Washington, DC, March 1, 2011 - The World Bank Board today approved the first Country Assistance Strategy for Kiribati. The strategy, which was developed in consultation with government, donors and civil society, puts climate change at the centre of the three-year plan.
With 33 atoll islands, spread across an area the size of India, Kiribati is one of the most remote and geographically dispersed countries in the world. Its’ inhabited atolls lie only a few meters above sea level, making the country highly vulnerable to impacts from climate change and natural disasters. Already the effects of rising sea-levels and associated soil salination are starting to threaten limited fresh water supplies.
Reflecting Kiribati’s vulnerability to climate change and natural disasters, the core of the World Bank Group’s Country Assistance Strategy will be to support the Kiribati government on climate change adaptation measures. This will include supporting the government to manage groundwater reserves, managing coastal areas, improving rainwater collection, and developing new sources of water.
“Despite its small population - the challenges loom large for Kiribati” said Ferid Belhaj, World Bank Country Director, the Pacific. “The country and its people are at the coal-face of climate change and other natural disasters. This is a very real existential threat. This Country Assistance Strategy shows the World Bank’s commitment to work with the government in the critical area of climate change adaptation.”
In addition to climate change adaptation, the strategy will also focus on generating opportunities from regional and global integration; investing in climate-friendly infrastructure developments and enhancing telecommunications.
Underscoring the commitment to scale up support for Kiribati, the World Bank board also approved the Kiribati Road Rehabilitation Project today. The project will restore the only road connecting the communities in South Tarawa, the nation’s capital, which have received no major maintenance for over 20 years. Approximately 44 percent of Kiribati’s population of 110,000 lives in the capital. The project will also focus on supporting necessary sector reforms and institutional strengthening to ensure sustainable financing and the maintenance of the Kiribati road network. Plans will also be put in place for managing the impact of natural disasters on this critical road infrastructure.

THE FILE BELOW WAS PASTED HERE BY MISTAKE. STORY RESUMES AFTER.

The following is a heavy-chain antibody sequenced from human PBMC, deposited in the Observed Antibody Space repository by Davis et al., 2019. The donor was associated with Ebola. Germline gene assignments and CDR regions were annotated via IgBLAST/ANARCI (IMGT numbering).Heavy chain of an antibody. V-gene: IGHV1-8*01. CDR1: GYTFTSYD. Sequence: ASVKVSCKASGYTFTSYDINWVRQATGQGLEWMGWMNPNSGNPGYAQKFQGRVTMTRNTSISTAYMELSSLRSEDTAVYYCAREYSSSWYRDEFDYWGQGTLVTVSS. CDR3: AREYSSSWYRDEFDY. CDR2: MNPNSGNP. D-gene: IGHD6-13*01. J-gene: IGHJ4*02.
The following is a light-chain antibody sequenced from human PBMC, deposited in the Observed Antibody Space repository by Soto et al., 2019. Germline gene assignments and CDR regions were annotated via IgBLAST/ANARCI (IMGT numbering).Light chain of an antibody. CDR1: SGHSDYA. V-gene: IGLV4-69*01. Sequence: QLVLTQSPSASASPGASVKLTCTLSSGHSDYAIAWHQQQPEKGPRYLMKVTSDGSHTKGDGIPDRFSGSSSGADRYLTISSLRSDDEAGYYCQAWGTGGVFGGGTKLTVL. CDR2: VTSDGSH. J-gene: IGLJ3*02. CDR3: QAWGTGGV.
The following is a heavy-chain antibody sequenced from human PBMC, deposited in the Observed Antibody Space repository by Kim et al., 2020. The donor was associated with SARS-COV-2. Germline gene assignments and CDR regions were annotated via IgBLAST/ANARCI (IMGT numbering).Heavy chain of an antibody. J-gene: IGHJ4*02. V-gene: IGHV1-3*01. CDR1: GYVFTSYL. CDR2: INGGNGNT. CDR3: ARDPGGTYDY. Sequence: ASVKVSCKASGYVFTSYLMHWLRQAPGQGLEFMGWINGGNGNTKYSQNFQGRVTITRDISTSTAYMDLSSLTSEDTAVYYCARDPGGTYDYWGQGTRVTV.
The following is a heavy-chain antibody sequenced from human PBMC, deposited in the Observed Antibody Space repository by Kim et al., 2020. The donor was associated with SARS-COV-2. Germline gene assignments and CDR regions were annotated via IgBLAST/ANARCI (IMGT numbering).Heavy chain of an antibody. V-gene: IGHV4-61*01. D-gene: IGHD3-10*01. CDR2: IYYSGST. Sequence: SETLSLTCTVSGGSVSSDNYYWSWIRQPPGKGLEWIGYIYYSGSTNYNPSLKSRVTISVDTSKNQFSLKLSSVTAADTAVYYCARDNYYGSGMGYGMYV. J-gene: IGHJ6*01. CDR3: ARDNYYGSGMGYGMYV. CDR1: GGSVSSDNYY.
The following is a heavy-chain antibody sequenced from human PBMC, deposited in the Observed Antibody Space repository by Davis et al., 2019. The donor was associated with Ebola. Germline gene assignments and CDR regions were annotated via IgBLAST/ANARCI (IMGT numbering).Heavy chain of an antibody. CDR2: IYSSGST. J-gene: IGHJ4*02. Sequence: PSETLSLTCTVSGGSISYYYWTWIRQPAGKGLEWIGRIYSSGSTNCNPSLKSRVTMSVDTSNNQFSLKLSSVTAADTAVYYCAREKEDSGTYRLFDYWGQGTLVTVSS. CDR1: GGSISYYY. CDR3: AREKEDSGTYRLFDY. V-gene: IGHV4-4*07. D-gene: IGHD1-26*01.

“Building safe, sustainable and effective roads is an important precursor to development for Kiribati. The restored roads in South Tarawa will provide a conduit to critical services and connect more people, businesses and the government to the things they need most,” said Ferid Belhaj, World Bank Country Director for the Pacific. “Equally important is the incorporation of institutional measures to ensure sustainability in the face of severe environmental impacts, like those confronting Kiribati. I am pleased we will be supporting the Government of Kiribati in both areas through this project.”
The project will be financed by a US$ 20 million grant from the World Bank – the first such World Bank grant to Kiribati – and will be undertaken in conjunction with the Asian Development Bank, Australia and New Zealand. It will be implemented by the Ministry of Public Works and Utilities.